Sooner or later every woman has the experience: breathlessly unwrapping a gift of jewelry that’s well intentioned…and hopelessly wrong. Generations of convention (and economic reality) once dictated that women couldn’t buy their own baubles. A mix of hoping and artfully hinting was the only way to get what they really wanted. The tide has finally turned, and it’s probably not wise to tell a woman that she shouldn’t buy her own jewelry. Whether they want to take the next step beyond costume jewelry, build a collection of heirlooms or accessorize without limits, women are buying for themselves instead of waiting for someone else to deliver.
When experimenting with fine jewelry for the first time, designer Sarah Swell suggests starting with silver. “It’s finer than costume jewelry and it won’t be outrageously expensive,” says the Northern California-based jeweler. Silver jewelry from her collection, even when studded with diamonds, starts at just over $100. And for those who crave subtlety, the metal has a quieter luster than gold. “Silver is perceived as less flashy,” says Swell. The material is “something that’s handmade but doesn’t scream that it’s fine jewelry; it can be casual and luxurious.”
Sterling silver jewelry from Sophie Buhai expertly combines both qualities. Her sculptural designs, which draw influence from a roster of fine artists including Isamu Noguchi and Robert Mapplethorpe, look worthy of their own gallery exhibition. That doesn’t prevent the assortment of sumptuous cuffs, pendants and earrings from being fitting accessories for an a.m. school run or a black tie evening. The high-low ease of silver is apparent in the collection of downtown darling Pamela Love, too; her signature designs take on an extra degree of versatility when they’re produced in solid sterling silver.
Of course, gold has its own allure for budding jewelry collectors, especially on an easy-to-acquire scale.
Jennie Kwon was perfectly attuned to self-purchasing shoppers when she introduced her eponymous collection just under four years ago. “We’re a gateway to fine jewelry,” says Kwon of her designs, nearly all of which cost less than $1,000. Crafted in 14K gold and precious gemstones, her creations—open cuff bracelets, sparkling mini studs and necklaces with geometric motifs—are easily worn nonstop and in multiples to create one-of-a-kind combinations.
Piling on delicate precious jewelry has become standard fare. In the boho precincts of Brooklyn, a handful of slim gold rings from indie label Catbird is a uniform among certain style tribes, and the artfully layered gold and gemstone necklaces from haute boho brand Jacquie Aiche epitomize cool West Coast adornment.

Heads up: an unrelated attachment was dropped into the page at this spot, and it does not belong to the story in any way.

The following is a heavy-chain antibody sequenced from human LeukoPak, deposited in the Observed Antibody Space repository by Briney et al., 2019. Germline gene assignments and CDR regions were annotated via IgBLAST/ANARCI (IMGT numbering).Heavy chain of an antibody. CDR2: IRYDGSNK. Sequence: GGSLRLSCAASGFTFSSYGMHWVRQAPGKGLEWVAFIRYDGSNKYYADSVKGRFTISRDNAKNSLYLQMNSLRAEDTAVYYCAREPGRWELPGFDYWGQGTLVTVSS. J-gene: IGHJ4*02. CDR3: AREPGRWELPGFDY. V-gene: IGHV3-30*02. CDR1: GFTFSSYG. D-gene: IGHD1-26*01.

Candice Pool Neistat, founder of whimsical labels Finn and Minor Obsessions, says her clients often opt to make creative tweaks when buying for themselves. “They’ll change chains, stone colors or add a little engraving.” There’s no need to play it safe. Women choosing their own pieces “know what they want. If they’re spending the time (and money) to purchase a piece of fine jewelry, they want it to resonate and hold meaning.”
It’s no coincidence that many of the brands attracting female customers have women at the helm. Who could be better at anticipating the desires of an independent woman than one who’s running her own business? For Jennie Kwon, it’s important that her collection is accessible. “You don’t have to wait for your husband to buy it for you. It’s not a pipe dream,” she says.
Grace Lavarro is well acquainted with buying jewelry for herself. She is a self-described “hoarder of antique and vintage jewelry” who converted her preoccupation into a career. Her online jewelry boutique Jewels by Grace, a centuries-spanning emporium of rarities like Georgian diamond pendants and Art Deco engagement rings, is the product of her fascination. She estimates that up to 70% of her clients are self-purchasers and recommends vintage jewelry for women seeking one-of-kind design. “The vast majority of antique and vintage jewelry was made by hand, and not in the quantities we see today, so it’s very rare to find identical pieces,” says Lavarro. She advises shoppers who want vintage jewelry that will hold (or appreciate in) value to buy the highest quality examples they can afford. “That does not necessarily mean buying the biggest diamonds, or the biggest piece; it means buying something beautiful, unique and beautifully crafted.”
Jewelry curator and dealer Dana Kraus feels the same way. Her private salon DK Farnum Estate Jewelry specializes in signed pieces from some of the most respected makers of the 20th century: Verdura, Boivin and Angela Cummings, for starters. When buying estate jewelry a combination of “provenance, signature and condition” are important keys to finding pieces of lasting value. To understand those factors, “one should read and research and establish a rapport with reputable dealer,” says Kraus. But figures, facts and names don’t get to the essential pleasure of collecting.
Kraus’ parting advice? “Think of jewelry like art. The most important thing is to love it and wear it. When you do, it’s a worthwhile investment.”
TANYA DUKES WORKED AS AN EDITOR AT ELITE TRAVELER, BRIDES AND INDESIGN. HAS WRITTEN FOR PUBLICATIONS INCLUDING: THE KNOT, BAL HARBOUR, FOUR SEASONS MAGAZINE, AND THE JEWELLERY EDITOR.
SIGNATURE ACCESSORY: Shoes with a fanciful flourish.
FAVORITE PIECE OF JEWELRY: I couldn't possibly name a single item, but I'm rarely spotted without my Temple St. Clair rock crystal amulet or Elizabeth Locke sphinx signet ring.
BEST PART OF MY JOB: Traveling the world to ogle jewelry might be the perfect profession.
SUMMER TRAVEL DESTINATIONS: Dublin and Vienna. I don't stray far from cities.